'We Kept The Music Going': Bernard Purdie On Drumming For Aretha And More One of the hardest-working drummers in the history of recorded music, Purdie has appeared on thousands of albums. He tells Lulu Garcia-Navarro that at least one of his iconic grooves was an accident.
NPR logo

'We Kept The Music Going': Bernard Purdie On Drumming For Aretha And More

  • Download
  • <iframe src="https://www.npr.org/player/embed/612465887/612747709" width="100%" height="290" frameborder="0" scrolling="no" title="NPR embedded audio player">
  • Transcript
'We Kept The Music Going': Bernard Purdie On Drumming For Aretha And More

'We Kept The Music Going': Bernard Purdie On Drumming For Aretha And More

'We Kept The Music Going': Bernard Purdie On Drumming For Aretha And More

  • Download
  • <iframe src="https://www.npr.org/player/embed/612465887/612747709" width="100%" height="290" frameborder="0" scrolling="no" title="NPR embedded audio player">
  • Transcript

Bernard Purdie and his band. Cool Down, the latest album by Bernard Purdie & Friends, is out now. Azumi Oe/Courtesy of the artist hide caption

toggle caption
Azumi Oe/Courtesy of the artist

Bernard Purdie and his band. Cool Down, the latest album by Bernard Purdie & Friends, is out now.

Azumi Oe/Courtesy of the artist

Bernard "Pretty" Purdie is on the shortlist of the hardest-working drummers in the history of recorded music. The list of artists he's worked with, on the other hand, is quite long: Duke Ellington, Count Basie, Dizzy Gillespie, Lloyd Price, James Brown, Steely Dan — on and on stretching back to 1962. On many of those recordings, you can hear a triplet rhythm that's come to be known as the Purdie Shuffle.

"It's a two-bar phrase," Purdie explains. "It's controlled rebound — that's the key. It all came about from the locomotion of the railroad tracks, because I lived next door to the trains that were going to Washington, to Baltimore, when I was a child — 7 and 8 years old."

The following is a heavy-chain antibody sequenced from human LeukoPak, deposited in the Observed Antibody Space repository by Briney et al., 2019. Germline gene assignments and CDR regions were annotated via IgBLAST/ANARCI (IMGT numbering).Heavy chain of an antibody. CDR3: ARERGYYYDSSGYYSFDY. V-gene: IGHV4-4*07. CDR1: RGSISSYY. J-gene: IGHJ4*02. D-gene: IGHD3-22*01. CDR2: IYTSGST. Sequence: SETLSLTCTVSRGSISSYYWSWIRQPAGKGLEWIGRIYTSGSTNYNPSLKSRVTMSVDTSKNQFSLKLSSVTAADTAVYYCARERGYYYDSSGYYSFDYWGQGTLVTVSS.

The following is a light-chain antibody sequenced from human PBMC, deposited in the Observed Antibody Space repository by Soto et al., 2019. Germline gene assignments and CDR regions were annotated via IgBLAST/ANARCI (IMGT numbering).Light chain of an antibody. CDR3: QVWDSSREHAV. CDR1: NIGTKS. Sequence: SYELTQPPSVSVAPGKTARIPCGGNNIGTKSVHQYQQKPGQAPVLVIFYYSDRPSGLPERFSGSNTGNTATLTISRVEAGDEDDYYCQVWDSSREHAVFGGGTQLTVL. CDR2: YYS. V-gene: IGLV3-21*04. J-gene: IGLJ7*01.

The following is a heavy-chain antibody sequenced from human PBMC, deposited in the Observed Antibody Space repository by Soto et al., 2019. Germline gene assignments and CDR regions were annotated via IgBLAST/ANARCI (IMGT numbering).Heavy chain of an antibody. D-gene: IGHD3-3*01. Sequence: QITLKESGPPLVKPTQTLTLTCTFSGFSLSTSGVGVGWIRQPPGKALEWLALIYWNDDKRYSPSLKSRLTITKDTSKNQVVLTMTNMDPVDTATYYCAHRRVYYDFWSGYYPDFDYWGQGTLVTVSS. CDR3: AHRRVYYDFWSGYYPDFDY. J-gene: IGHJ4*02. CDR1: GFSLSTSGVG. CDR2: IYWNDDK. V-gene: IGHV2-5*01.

Purdie's latest album, his first in nearly a decade, is called Cool Down. Speaking with NPR's Lulu Garcia Navarro, he says that although he's been honing his craft since he was a child, at least one of the iconic grooves of his career happened by accident — when a piece of sheet music slid out of place at a session with Aretha Franklin.

"We were actually recording 'Rock Steady.' She's at the piano. Chuck Rainey on the bass. Cornell Dupree. Hugh McCracken, he was there, too. But the thing that happened is that her music fell off the piano," he says. "The red light was on — the red light means you always are recording. Tape was very, very expensive."

So, Purdie says, he seized the moment and bashed out a drum break. "We kept the music going, and I captured the eight bars that has taken me around the world. Everybody thought it was the most phenomenal drum break in my life — and all I was doing was keeping my time. I just smile, because 98 percent of the people of the world didn't know my drum break was an accident. I love it."

Hear Bernard Purdie's full conversation with Weekend Edition Sunday at the audio link.